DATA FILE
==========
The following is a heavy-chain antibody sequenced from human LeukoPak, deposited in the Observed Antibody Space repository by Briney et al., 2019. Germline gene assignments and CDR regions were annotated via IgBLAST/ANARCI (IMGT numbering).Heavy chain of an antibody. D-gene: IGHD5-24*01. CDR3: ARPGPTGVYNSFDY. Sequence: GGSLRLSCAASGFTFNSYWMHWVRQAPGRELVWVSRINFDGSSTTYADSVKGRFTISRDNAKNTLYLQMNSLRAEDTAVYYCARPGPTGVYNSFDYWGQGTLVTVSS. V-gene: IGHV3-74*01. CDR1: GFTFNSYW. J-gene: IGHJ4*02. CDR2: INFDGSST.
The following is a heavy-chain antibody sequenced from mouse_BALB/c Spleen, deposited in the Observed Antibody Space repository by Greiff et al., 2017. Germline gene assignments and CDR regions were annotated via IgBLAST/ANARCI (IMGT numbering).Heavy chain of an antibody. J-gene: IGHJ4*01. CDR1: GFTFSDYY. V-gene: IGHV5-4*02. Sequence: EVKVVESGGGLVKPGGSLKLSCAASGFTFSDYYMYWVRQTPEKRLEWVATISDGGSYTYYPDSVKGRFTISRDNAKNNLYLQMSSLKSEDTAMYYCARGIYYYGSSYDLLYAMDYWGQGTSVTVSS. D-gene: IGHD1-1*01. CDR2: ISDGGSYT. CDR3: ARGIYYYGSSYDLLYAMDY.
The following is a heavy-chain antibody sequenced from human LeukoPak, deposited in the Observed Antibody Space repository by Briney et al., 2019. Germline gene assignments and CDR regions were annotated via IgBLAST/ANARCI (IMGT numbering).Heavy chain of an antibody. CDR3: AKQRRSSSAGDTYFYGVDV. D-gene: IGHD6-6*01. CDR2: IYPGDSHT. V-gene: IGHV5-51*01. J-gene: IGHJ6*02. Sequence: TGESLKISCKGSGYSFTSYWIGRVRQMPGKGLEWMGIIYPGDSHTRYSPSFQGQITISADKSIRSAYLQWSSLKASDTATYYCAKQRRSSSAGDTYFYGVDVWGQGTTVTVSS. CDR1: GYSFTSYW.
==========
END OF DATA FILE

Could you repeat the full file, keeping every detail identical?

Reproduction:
The following is a heavy-chain antibody sequenced from human LeukoPak, deposited in the Observed Antibody Space repository by Briney et al., 2019. Germline gene assignments and CDR regions were annotated via IgBLAST/ANARCI (IMGT numbering).Heavy chain of an antibody. D-gene: IGHD5-24*01. CDR3: ARPGPTGVYNSFDY. Sequence: GGSLRLSCAASGFTFNSYWMHWVRQAPGRELVWVSRINFDGSSTTYADSVKGRFTISRDNAKNTLYLQMNSLRAEDTAVYYCARPGPTGVYNSFDYWGQGTLVTVSS. V-gene: IGHV3-74*01. CDR1: GFTFNSYW. J-gene: IGHJ4*02. CDR2: INFDGSST.
The following is a heavy-chain antibody sequenced from mouse_BALB/c Spleen, deposited in the Observed Antibody Space repository by Greiff et al., 2017. Germline gene assignments and CDR regions were annotated via IgBLAST/ANARCI (IMGT numbering).Heavy chain of an antibody. J-gene: IGHJ4*01. CDR1: GFTFSDYY. V-gene: IGHV5-4*02. Sequence: EVKVVESGGGLVKPGGSLKLSCAASGFTFSDYYMYWVRQTPEKRLEWVATISDGGSYTYYPDSVKGRFTISRDNAKNNLYLQMSSLKSEDTAMYYCARGIYYYGSSYDLLYAMDYWGQGTSVTVSS. D-gene: IGHD1-1*01. CDR2: ISDGGSYT. CDR3: ARGIYYYGSSYDLLYAMDY.
The following is a heavy-chain antibody sequenced from human LeukoPak, deposited in the Observed Antibody Space repository by Briney et al., 2019. Germline gene assignments and CDR regions were annotated via IgBLAST/ANARCI (IMGT numbering).Heavy chain of an antibody. CDR3: AKQRRSSSAGDTYFYGVDV. D-gene: IGHD6-6*01. CDR2: IYPGDSHT. V-gene: IGHV5-51*01. J-gene: IGHJ6*02. Sequence: TGESLKISCKGSGYSFTSYWIGRVRQMPGKGLEWMGIIYPGDSHTRYSPSFQGQITISADKSIRSAYLQWSSLKASDTATYYCAKQRRSSSAGDTYFYGVDVWGQGTTVTVSS. CDR1: GYSFTSYW.